Today@Sam Article

Professor Explores Near-Death Experiences In New Book

Oct. 3, 2016
SHSU Media Contact: Jennifer Gauntt

This article was written by Tammy Parrett. 

Mitchell-Yellin teaching
Assistant professor of philosophy Benjamin Mitchell-Yellin examined one of life's many mysteries, death, in a new book on "understanding visions of the afterlife." The book has been reviewed and discussed in a number of media outlets since its publication. —Photos by Michael Ray

One of the earliest reports of a near-death experience came from the famed Greek philosopher Plato, in his book “Republic.” 

Plato recounts the story of Er, a soldier who awoke after being dead for 12 days to share his account of the journey to the afterlife.

To this day, near-death experiences are a phenomenon that leaves many with a number of questions: How many people have had near-death experiences? Why doesn’t everyone have them? Why do people have different experiences? Is this proof that there is an afterlife?

These are questions that Benjamin Mitchell-Yellin, assistant professor of philosophy at Sam Houston State University, explores in his new book, “Near-Death Experiences: Understanding Visions Of The Afterlife,” co-authored by John Martin Fischer, distinguished professor of philosophy at the University of California-Riverside. The book was published with Oxford University Press in June. 

“A small percentage of people who go into cardiac arrest undergo some especially vivid experiences with certain characteristics, such as seeing a tunnel and light, watching their bodies receive CPR from above, visiting with deceased relatives in a place they describe as heaven, or a life review, which is like watching your life flash before your eyes,” said Mitchell-Yellin. “These are all typical characteristics of near-death experiences.”

The book stems from their work on The Immortality Project, a $5.1 million research project funded by the John Templeton Foundation and housed at the University of California-Riverside, through which teams of researchers explored diverse topics related to immortality from the perspective of science, theology and philosophy.

Mitchell-Yellin
Mitchell-Yellin also teaches the philosophy course "Death and Dying" at SHSU. 

“Working on the Immortality Project really piqued my interest in near-death experiences,” Mitchell-Yellin said. “In one of the projects we funded, the research team was able to induce out-of-body experiences using virtual reality. Participants would wear the virtual reality mask and a body suit with sensors on it, and through a series of tests, the researchers were able to get participants to identify with the virtual body and create the same effects in the virtual world as in near-death experiences.”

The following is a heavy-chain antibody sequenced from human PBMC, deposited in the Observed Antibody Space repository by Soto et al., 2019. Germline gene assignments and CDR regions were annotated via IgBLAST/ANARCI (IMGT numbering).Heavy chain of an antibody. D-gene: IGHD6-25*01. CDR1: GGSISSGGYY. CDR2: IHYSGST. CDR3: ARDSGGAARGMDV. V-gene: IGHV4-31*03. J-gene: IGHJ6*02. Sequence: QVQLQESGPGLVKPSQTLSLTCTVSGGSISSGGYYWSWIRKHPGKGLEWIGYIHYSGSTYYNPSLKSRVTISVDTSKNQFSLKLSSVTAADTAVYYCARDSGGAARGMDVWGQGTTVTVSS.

Certain surprising characteristics have been found to be true of individuals who reported having near-death experiences, many of which they discuss in the book.

“It really changes people,” Mitchell-Yellin said. “If two people had heart attacks, with one experiencing a near-death experience and the other having none, it has been found that the one who experienced a near-death experience is more likely to undergo a profound transformation. They might experience more spirituality, a lack of fear of death or more acceptance of the love of others.”

The increase in popularity of these accounts are no doubt attributed to popular books such as “Heaven is For Real,” which tells the story of Colton Burpo, who claimed to have experienced an NDE at the age of 3.

In their book, Mitchell-Yellin and Fischer argue that “out-of-body experiences” do not prove that the mind–or consciousness–is not produced by the brain. And while the duo argues that NDEs do not prove that heaven is real, they do acknowledge that they are not trying to degrade any religious belief or belief in the afterlife.

“We do want to take each of these reported instances seriously,” Mitchell-Yellin said. “Each experience is significant to that person, and we would never try to belittle it or the meaning that they took away from it.”

In addition to the book, Mitchell-Yellin also explores NDEs in his “Death and Dying” course–PHIL 4371–at SHSU.

“I teach a unit on near-death experiences and some really great discussions normally come out of that,” he said. “We also touch on some of the other areas I’ve done research on. We look at the question of whether it is reasonable to want to be immortal. There are a few people in Silicon Valley dedicating large sums of money to the research of ‘aging,’ as if it were a disease.”

But in doing so, Mitchell-Yellin believes that researchers have to look at the different types of immortality. 

“There are different ways of thinking about living forever,” he said. “For example, there’s a difference between the type of living forever that people associate with the afterlife, where you are going to live literally forever, versus life extension, which would involve living for 1,000 years or perhaps even until the sun eats up the Earth.” 

Mitchell-Yellin said that students have expressed apprehension that the course would be “boring” because it doesn’t directly address religion or religious beliefs; however, he believes that this should make the course more interesting to them.

“If you believe in heaven, I think the question of how to conceive of immortality is very important,” he said. “The content of the course is something that all students can relate to. In a way, it’s one of the few courses that applies to each student, regardless of major. Not everyone on Earth speaks English, but at this point at least, everyone will die.”

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